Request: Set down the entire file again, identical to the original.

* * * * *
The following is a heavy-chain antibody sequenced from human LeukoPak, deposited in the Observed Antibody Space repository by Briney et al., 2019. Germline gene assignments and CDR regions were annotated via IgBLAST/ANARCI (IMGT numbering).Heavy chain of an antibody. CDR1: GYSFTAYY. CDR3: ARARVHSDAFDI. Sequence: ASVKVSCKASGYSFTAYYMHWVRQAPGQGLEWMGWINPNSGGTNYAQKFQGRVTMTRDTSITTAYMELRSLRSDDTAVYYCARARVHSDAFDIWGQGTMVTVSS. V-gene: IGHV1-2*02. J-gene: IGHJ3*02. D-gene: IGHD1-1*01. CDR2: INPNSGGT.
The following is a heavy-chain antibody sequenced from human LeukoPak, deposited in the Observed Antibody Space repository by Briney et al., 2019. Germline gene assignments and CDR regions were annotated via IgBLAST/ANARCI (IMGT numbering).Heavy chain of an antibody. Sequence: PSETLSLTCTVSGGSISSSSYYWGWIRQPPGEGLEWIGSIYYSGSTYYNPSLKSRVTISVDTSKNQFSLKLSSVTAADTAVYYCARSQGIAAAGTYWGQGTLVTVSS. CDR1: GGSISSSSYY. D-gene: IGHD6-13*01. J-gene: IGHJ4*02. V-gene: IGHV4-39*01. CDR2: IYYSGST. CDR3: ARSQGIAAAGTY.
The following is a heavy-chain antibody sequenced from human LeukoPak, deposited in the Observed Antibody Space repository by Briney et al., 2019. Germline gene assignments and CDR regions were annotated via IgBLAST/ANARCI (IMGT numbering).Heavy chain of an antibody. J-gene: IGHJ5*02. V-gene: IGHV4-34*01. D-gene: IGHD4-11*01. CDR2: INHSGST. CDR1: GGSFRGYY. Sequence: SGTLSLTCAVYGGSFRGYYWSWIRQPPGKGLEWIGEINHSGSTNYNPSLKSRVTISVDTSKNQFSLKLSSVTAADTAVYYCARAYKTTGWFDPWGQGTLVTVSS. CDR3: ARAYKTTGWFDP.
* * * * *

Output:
The following is a heavy-chain antibody sequenced from human LeukoPak, deposited in the Observed Antibody Space repository by Briney et al., 2019. Germline gene assignments and CDR regions were annotated via IgBLAST/ANARCI (IMGT numbering).Heavy chain of an antibody. CDR1: GYSFTAYY. CDR3: ARARVHSDAFDI. Sequence: ASVKVSCKASGYSFTAYYMHWVRQAPGQGLEWMGWINPNSGGTNYAQKFQGRVTMTRDTSITTAYMELRSLRSDDTAVYYCARARVHSDAFDIWGQGTMVTVSS. V-gene: IGHV1-2*02. J-gene: IGHJ3*02. D-gene: IGHD1-1*01. CDR2: INPNSGGT.
The following is a heavy-chain antibody sequenced from human LeukoPak, deposited in the Observed Antibody Space repository by Briney et al., 2019. Germline gene assignments and CDR regions were annotated via IgBLAST/ANARCI (IMGT numbering).Heavy chain of an antibody. Sequence: PSETLSLTCTVSGGSISSSSYYWGWIRQPPGEGLEWIGSIYYSGSTYYNPSLKSRVTISVDTSKNQFSLKLSSVTAADTAVYYCARSQGIAAAGTYWGQGTLVTVSS. CDR1: GGSISSSSYY. D-gene: IGHD6-13*01. J-gene: IGHJ4*02. V-gene: IGHV4-39*01. CDR2: IYYSGST. CDR3: ARSQGIAAAGTY.
The following is a heavy-chain antibody sequenced from human LeukoPak, deposited in the Observed Antibody Space repository by Briney et al., 2019. Germline gene assignments and CDR regions were annotated via IgBLAST/ANARCI (IMGT numbering).Heavy chain of an antibody. J-gene: IGHJ5*02. V-gene: IGHV4-34*01. D-gene: IGHD4-11*01. CDR2: INHSGST. CDR1: GGSFRGYY. Sequence: SGTLSLTCAVYGGSFRGYYWSWIRQPPGKGLEWIGEINHSGSTNYNPSLKSRVTISVDTSKNQFSLKLSSVTAADTAVYYCARAYKTTGWFDPWGQGTLVTVSS. CDR3: ARAYKTTGWFDP.